Only council candidate to score straight-a pluses
Warkworth from 4000 to 20 000 by 2040. That would be a five-fold increase in less than half the 50 years it took the region to treble to today’s population, of about 1.5 million.
With this planned growth-rate of more than three times the regional average, Warkworth is essentially going to become a new town. While the Auckland Council had assumed that Warkworth’s growth spurt wouldn’t kick in until post the motorway completion, urban growth there is manifesting its inconvenient tendency to get ahead of its planners. This means that the three fundamental questions about how the town will develop have now become urgent:
- Will the character of the existing town survive?
- What will the character of the new town be?
- To what extent will the new and old be complementary, and connected?
The truly urgent need is for the Warkworth community to help shape how the new town is to develop, or leave it to the developers and one-size-fits-all Auckland Unitary Plan rules.
Structure plans are the mechanism that potentially allows communities to shape their development. Such plans, as passionate Warkworth-based planner Burnette Macnicol explained to the town’s business community on Wednesday evening, can be highly detailed or broad-brushstroke. The trap with becoming too detailed, she said, is that a structure plan can take forever to be agreed upon. And time is not on the side of those who have hopes that the new town can be other than same-old-same-old, car-centric and unwalkable.
A structure plan, by itself, is merely a guiding document and has no teeth. To give it teeth, however, a variation to the Auckland Unitary Plan will have to be made to change the rules and zonings of the land already designated for Warkworth’s growth. Developers will then have the choice of meeting those new requirements, and readily receiving planning approval, or bucking them and taking their chances with non-complying applications. The more strongly the Warkworth community engages in the structure plan process, the less wriggle room developers will be left with for projects that disrespect the town’s collective vision for its future.
At Burnette Macnicol’s urging, Auckland Council is hastening commencement of the structure plan process, which wasn’t due to get underway until 2018. Burnette has also urged that the opportunity be taken with an existing Rodney Local Board funded project, aimed at eliciting priorities for Warkworth projects, to also seek the community’s vision for its new town, quadruple the size of the existing one. Part of the project involves a stall at the Kōwhai Festival, on Sunday 9 October, focussing on aspirations for the essence of Warkworth, the Mahurangi River, between Hills Street and the Wilson Cement Works. Thanks to Burnette, this will now also elicit aspirations for the new Warkworth.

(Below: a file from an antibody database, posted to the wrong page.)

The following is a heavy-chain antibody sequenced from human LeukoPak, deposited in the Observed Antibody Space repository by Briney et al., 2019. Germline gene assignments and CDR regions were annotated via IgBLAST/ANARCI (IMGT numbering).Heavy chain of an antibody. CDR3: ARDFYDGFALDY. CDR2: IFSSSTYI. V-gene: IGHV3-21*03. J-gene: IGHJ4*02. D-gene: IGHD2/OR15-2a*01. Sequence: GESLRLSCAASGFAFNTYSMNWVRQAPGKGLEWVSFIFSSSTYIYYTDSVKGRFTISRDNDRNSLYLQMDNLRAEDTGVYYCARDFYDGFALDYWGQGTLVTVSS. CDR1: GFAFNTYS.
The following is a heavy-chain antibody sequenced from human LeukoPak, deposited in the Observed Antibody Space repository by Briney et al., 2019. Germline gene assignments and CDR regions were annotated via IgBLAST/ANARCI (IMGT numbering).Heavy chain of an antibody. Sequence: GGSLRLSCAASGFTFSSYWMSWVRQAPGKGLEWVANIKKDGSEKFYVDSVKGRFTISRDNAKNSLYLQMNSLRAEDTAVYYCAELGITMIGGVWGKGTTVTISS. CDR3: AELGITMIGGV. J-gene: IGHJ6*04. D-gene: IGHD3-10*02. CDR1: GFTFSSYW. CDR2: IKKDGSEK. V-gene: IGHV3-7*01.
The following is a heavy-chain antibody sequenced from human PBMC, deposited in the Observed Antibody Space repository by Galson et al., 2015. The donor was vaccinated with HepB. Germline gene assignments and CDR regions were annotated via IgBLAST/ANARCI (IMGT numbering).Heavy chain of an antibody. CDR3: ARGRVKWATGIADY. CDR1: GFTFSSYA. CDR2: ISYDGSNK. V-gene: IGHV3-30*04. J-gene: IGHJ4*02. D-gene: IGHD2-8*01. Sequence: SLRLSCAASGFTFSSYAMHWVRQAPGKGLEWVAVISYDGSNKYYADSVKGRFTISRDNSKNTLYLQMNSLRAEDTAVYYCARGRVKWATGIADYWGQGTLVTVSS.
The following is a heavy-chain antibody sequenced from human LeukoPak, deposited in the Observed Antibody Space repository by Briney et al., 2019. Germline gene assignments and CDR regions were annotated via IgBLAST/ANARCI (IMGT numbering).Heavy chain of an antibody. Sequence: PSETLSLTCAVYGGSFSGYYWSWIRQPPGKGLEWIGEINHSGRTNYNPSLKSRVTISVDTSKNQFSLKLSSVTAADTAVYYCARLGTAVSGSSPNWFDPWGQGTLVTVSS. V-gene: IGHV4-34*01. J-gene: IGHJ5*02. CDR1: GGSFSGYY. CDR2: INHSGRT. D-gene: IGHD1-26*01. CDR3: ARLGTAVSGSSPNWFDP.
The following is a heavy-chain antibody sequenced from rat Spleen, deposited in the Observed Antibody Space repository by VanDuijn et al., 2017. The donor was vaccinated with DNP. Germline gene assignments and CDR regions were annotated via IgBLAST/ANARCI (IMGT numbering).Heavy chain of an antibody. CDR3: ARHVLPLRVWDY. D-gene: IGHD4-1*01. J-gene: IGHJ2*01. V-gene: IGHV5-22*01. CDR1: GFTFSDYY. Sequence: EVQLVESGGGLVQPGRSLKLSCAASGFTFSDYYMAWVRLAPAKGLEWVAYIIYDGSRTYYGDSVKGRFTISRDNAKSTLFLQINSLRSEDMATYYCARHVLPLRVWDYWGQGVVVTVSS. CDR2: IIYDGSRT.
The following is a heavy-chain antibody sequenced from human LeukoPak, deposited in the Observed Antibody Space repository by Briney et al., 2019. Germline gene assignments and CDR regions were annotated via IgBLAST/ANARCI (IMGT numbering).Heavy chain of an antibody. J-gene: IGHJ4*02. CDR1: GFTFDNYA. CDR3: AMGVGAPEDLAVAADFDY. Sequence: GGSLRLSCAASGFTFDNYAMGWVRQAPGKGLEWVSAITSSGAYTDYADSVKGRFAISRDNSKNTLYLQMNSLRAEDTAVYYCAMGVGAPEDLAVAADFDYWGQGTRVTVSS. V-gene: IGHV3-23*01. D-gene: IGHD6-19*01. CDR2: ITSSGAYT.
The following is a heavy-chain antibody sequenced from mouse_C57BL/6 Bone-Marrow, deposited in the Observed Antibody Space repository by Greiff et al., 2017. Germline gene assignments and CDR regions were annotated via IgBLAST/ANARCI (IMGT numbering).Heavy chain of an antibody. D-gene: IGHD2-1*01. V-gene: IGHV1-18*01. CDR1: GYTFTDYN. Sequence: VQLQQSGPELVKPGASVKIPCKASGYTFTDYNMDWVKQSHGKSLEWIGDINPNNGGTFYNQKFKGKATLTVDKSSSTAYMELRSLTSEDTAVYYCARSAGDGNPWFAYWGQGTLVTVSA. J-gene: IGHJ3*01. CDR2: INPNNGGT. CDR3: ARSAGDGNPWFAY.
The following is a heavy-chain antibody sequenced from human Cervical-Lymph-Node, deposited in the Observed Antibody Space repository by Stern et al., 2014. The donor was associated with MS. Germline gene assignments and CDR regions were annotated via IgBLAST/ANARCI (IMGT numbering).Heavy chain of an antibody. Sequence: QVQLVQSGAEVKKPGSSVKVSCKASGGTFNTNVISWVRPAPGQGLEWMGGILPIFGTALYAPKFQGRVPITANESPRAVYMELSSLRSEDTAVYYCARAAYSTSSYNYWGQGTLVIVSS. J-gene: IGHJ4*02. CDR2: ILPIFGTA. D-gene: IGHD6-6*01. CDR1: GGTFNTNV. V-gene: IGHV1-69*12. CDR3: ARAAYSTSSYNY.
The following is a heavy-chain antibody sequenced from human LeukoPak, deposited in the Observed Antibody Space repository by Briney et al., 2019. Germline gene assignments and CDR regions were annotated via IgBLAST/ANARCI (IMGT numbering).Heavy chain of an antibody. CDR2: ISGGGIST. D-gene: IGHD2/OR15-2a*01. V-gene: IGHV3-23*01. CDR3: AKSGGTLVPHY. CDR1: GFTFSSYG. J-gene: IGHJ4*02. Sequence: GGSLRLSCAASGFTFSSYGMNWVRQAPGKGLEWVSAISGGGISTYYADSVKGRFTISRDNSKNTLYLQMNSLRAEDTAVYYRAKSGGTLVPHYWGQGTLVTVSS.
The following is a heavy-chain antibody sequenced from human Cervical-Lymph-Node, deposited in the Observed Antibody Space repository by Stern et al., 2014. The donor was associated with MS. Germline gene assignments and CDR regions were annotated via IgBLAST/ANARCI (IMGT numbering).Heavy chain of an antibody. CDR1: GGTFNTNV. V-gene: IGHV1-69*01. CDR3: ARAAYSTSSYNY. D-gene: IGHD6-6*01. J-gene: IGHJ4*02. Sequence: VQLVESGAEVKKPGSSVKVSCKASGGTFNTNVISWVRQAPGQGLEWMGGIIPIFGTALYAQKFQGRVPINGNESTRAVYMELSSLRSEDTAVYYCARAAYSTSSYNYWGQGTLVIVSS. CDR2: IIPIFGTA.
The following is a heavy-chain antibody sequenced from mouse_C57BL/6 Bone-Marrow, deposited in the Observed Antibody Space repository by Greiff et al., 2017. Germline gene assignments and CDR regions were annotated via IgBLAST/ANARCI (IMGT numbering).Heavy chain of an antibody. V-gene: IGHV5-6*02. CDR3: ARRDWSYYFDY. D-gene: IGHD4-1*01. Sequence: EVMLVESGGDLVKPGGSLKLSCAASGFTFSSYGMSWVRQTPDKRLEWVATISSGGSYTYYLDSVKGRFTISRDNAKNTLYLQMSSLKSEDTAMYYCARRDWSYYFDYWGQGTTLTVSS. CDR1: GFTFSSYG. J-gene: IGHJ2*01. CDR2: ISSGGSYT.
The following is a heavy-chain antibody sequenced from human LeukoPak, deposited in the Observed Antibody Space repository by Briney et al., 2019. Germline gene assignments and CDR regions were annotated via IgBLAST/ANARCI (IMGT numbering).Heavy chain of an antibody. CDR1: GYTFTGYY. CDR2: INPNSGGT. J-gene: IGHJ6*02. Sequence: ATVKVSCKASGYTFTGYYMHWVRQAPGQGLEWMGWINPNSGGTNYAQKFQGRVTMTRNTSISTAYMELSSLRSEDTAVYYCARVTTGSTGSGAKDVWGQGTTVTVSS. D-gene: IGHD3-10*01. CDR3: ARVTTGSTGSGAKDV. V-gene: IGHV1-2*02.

Meantime, there’s an election underway—arguably the most important one ever for the future of Warkworth. One candidate, of course, has made her campaign about the future of northeastern Rodney from the get-go, with her fresh, all-to-appealing billboards extolling residents to ‘Vote for the future.’ Small wonder then that Tessa Berger has just aced Generation Zero’s Auckland election scorecards:
As Warkworth goes from 4000 to 20 000 in 24 years, we need to ensure that the qualities that are attracting this growth aren’t sacrificed to it. As your elected representative I will help ensure we achieve a liveable low-carbon Auckland.
This straight-a-plus result is entirely typical of the Mahurangi born-and-bred 22-year-old who, as a student of Florida Gulf Coast University, achieved American President’s List scholar. Meanwhile, whether voters will score an A+ for understanding that, if they strongly support a particular candidate—thanks to first-past-the-post—they should vote for one not three local board members, won’t be known until Saturday week.
BERGER, Tessa for local board member